In the absence of any direct evidence, the relative importance of meat and dairy productions to Neolithic prehistoric Mediterranean communities has been extensively debated. Here, we combine lipid residue analysis of ceramic vessels with osteo-archaeological age-at-death analysis from 82 northern Mediterranean and Near Eastern sites dating from the seventh to fifth millennia BC to address this question. The findings show variable intensities in dairy and nondairy activities in the Mediterranean region with the slaughter profiles of domesticated ruminants mirroring the results of the organic residue analyses. The finding of milk residues in very early Neolithic pottery (seventh millennium BC) from both the east and west of the region contrasts with much lower intensities in sites of northern Greece, where pig bones are present in higher frequencies compared with other locations. In this region, the slaughter profiles of all domesticated ruminants suggest meat production predominated. Overall, it appears that milk or the by-products of milk was an important foodstuff, which may have contributed significantly to the spread of these cultural groups by providing a nourishing and sustainable product for early farming communities.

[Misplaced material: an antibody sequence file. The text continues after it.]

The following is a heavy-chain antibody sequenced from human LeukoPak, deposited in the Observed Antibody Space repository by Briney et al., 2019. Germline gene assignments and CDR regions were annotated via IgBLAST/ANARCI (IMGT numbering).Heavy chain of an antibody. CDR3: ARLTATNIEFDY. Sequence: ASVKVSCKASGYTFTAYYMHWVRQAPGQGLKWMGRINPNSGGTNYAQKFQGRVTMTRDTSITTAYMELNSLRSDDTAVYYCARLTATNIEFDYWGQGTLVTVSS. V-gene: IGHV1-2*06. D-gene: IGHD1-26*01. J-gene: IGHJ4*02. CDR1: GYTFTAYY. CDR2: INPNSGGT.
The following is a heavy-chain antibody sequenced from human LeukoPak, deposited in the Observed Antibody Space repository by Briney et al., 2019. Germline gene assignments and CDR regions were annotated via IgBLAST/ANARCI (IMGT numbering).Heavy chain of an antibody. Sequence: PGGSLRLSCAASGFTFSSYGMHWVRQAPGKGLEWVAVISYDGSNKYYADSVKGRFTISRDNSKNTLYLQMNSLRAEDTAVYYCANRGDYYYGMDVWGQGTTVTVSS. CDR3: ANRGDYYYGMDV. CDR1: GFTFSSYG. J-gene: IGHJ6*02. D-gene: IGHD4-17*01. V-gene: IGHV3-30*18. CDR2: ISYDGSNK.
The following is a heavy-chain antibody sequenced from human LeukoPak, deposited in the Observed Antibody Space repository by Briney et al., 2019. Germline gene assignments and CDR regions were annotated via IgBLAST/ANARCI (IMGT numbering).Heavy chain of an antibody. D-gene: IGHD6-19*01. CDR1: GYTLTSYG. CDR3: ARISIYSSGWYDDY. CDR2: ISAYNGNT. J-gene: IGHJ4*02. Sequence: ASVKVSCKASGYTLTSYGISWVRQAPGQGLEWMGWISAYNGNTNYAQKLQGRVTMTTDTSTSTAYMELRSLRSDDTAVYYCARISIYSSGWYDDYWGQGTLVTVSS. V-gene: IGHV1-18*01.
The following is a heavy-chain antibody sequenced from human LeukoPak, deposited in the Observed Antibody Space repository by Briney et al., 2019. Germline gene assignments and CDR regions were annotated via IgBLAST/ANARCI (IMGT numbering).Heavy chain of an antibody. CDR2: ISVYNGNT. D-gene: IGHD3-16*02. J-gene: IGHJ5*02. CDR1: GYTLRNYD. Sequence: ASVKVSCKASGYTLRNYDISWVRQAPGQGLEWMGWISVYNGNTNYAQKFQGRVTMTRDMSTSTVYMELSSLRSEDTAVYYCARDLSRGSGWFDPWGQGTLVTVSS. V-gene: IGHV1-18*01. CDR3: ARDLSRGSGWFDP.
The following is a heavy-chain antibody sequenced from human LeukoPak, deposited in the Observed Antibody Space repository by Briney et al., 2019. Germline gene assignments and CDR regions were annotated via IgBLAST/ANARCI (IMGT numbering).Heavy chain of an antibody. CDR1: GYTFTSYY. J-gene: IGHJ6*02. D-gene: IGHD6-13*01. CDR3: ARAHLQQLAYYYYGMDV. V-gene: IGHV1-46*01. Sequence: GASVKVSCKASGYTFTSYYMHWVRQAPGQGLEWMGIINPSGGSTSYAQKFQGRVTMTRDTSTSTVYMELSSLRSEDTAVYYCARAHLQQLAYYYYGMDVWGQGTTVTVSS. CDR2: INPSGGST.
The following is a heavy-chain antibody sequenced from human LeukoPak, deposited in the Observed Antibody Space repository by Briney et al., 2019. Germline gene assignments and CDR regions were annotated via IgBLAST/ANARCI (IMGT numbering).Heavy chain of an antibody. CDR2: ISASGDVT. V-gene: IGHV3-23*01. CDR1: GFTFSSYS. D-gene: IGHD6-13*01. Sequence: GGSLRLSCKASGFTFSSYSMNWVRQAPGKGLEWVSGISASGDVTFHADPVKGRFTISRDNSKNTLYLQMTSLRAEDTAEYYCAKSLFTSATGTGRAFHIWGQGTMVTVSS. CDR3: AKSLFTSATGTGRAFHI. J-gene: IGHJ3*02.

Pathogens transmitted to humans by phlebotomine sand flies are neglected, as they cause infectious diseases that are not on the priority list of national and international public health systems. However, the infections caused by protozoa of the Leishmania genus and viruses belonging to the Phlebovirus genus (family Phenuiviridae)-the most significant group of viruses transmitted by sand flies-have a relevant role for human pathology. These infections are emerging in the Mediterranean region and will likely spread in forthcoming decades, posing a complex threat to human health. Four species and 2 hybrid strains of Leishmania are pathogenic for humans in the Mediterranean Basin, with an estimated annual incidence of 239,500-393,600 cases of cutaneous leishmaniasis and 1,200-2,000 cases of visceral leishmaniasis. Among the phleboviruses, Toscana virus can cause neuroinvasive infections, while other phleboviruses are responsible for a typical “3-day fever”; the actual incidence of Phlebovirus infections in the Mediterranean area is unknown, although at least 250 million people are exposed. Here, we reviewed the current literature on epidemiology of sand fly-borne infections in the Mediterranean Basin, with a focus on humans. Our analysis indicates the need for increased public health activities directed to determine the disease burden of these infections as well as to improve their surveillance. Among the emerging challenges concerning sand fly-borne pathogens, the relationships between sand fly-borne protozoa and viruses should be considered in future studies, including epidemiological links between Leishmania and phleboviruses as well as the conditional capacity for these pathogens to be involved in interactions that may evolve towards increased virulence.